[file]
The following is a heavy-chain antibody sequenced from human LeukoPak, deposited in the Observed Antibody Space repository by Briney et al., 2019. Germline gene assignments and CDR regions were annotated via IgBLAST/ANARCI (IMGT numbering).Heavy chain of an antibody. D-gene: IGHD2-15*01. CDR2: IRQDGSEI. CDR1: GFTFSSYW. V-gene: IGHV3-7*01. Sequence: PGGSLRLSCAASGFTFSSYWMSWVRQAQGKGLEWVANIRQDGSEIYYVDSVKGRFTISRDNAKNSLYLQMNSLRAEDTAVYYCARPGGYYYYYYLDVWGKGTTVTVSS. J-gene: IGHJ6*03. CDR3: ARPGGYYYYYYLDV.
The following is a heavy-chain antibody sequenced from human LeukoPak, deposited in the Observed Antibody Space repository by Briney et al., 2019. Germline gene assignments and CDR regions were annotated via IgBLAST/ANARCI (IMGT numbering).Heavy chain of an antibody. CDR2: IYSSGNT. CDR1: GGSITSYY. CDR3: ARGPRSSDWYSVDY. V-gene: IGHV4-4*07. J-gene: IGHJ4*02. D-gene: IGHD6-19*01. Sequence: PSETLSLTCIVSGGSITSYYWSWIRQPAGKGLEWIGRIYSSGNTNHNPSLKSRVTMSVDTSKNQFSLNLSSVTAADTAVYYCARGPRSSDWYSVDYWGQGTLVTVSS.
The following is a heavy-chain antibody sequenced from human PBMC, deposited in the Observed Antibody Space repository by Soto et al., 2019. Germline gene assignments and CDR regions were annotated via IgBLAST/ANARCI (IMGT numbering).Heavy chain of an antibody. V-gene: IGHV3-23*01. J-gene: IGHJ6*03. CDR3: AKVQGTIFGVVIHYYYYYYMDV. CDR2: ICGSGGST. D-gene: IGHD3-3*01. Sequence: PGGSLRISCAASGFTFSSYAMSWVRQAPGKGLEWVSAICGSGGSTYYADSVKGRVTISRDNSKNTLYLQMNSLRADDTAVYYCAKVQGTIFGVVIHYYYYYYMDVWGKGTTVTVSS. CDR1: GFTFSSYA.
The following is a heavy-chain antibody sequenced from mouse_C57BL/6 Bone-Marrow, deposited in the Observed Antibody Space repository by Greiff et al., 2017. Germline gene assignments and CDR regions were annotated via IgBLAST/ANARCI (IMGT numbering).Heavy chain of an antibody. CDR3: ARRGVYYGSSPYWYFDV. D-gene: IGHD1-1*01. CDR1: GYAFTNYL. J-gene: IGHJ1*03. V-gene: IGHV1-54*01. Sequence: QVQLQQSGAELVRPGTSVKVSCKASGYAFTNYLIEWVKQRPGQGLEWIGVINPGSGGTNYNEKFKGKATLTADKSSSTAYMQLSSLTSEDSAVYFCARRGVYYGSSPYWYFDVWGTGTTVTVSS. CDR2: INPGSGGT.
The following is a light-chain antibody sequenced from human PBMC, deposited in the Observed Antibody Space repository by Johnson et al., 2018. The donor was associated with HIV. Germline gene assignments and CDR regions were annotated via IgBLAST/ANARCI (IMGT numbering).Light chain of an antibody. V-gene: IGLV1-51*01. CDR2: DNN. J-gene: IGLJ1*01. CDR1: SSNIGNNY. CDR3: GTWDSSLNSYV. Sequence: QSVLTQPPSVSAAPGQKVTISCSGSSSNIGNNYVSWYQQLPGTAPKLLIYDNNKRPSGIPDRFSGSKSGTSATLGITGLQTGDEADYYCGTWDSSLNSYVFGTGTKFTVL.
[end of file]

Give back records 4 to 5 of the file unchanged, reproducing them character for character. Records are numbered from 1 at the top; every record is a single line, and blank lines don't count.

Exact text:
The following is a heavy-chain antibody sequenced from mouse_C57BL/6 Bone-Marrow, deposited in the Observed Antibody Space repository by Greiff et al., 2017. Germline gene assignments and CDR regions were annotated via IgBLAST/ANARCI (IMGT numbering).Heavy chain of an antibody. CDR3: ARRGVYYGSSPYWYFDV. D-gene: IGHD1-1*01. CDR1: GYAFTNYL. J-gene: IGHJ1*03. V-gene: IGHV1-54*01. Sequence: QVQLQQSGAELVRPGTSVKVSCKASGYAFTNYLIEWVKQRPGQGLEWIGVINPGSGGTNYNEKFKGKATLTADKSSSTAYMQLSSLTSEDSAVYFCARRGVYYGSSPYWYFDVWGTGTTVTVSS. CDR2: INPGSGGT.
The following is a light-chain antibody sequenced from human PBMC, deposited in the Observed Antibody Space repository by Johnson et al., 2018. The donor was associated with HIV. Germline gene assignments and CDR regions were annotated via IgBLAST/ANARCI (IMGT numbering).Light chain of an antibody. V-gene: IGLV1-51*01. CDR2: DNN. J-gene: IGLJ1*01. CDR1: SSNIGNNY. CDR3: GTWDSSLNSYV. Sequence: QSVLTQPPSVSAAPGQKVTISCSGSSSNIGNNYVSWYQQLPGTAPKLLIYDNNKRPSGIPDRFSGSKSGTSATLGITGLQTGDEADYYCGTWDSSLNSYVFGTGTKFTVL.